Saturday, October 29, 2016

Doctor Foster’s Disastrous Trip to Gloucester: Antipathy to Urban Life in Nursery Rhymes

by Liam Heneghan
[Dedicated to Oisín on his 21st birthday--a man with a grudging regard for a good rhyme]

Undoubtedly, the reading of nursery rhymes, some silly, some quite profound, and all generally teetering on the brink of insanity, shapes, in their early years, the environmental sensibilities of many children. Considering the supposed importance of these rhymes what should we make of the vast silence of nursery rhymes on important questions concerning urbanization and metropolitan planning?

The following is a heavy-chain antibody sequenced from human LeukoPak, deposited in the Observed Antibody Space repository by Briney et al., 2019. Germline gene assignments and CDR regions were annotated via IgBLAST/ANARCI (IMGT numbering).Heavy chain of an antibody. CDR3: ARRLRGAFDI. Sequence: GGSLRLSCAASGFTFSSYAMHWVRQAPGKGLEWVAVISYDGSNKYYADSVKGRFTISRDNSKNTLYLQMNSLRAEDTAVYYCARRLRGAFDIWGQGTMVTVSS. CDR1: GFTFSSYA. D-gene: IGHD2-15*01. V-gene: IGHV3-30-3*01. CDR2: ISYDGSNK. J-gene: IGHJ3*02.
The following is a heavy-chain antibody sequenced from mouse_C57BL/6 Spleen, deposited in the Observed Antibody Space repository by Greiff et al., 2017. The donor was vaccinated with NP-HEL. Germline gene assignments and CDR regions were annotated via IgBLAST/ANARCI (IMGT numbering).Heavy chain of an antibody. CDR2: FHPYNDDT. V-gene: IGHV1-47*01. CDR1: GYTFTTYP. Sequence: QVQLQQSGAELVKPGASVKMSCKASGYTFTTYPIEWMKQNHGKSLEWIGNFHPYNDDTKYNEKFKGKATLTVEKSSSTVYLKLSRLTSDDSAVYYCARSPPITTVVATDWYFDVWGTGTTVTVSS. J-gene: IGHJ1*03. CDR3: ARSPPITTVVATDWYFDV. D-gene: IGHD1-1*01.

Nursery rhymes are regularly preoccupied, in an often healthily irreverent way, with nature. Of the one hundred and seventeen rhymes collected and illustrated by Eric Kincaid in Nursery Rhymes (1990) all but twenty-three are set out-of-doors. Fully forty-three percent concern animals: dogs, cats, pigs and hens are especially prevalent. There is one rhyme in which a ship with a well-laden hull is captained by a duck: when the ship moved, this duck, predictably enough, said “Quack, quack.” (I Saw a Ship a-sailing). Many report on very strange human-animal encounters: Little Miss Muffet and her spider, for example, or the girl in Once I say a Little Bird whose ambivalence about the bird hopping on her sill resulted in it flying away. Other rhymes, ten or so, address encounters with inanimate objects, the weather and so forth. One Misty, Moisty, Morning remarks on the weather and, by-the-by, on an old man who is clad all in leather; Twinkle Twinkle Little Star and I see the Moon concern matters supra-mundane. At least one addresses, if you squint at it, the laudable virtue of family planning: There Was An Old Woman Who Lived in Shoe, who in the opinion of the rhymester at least had too many children: apparently, she didn’t know what to do.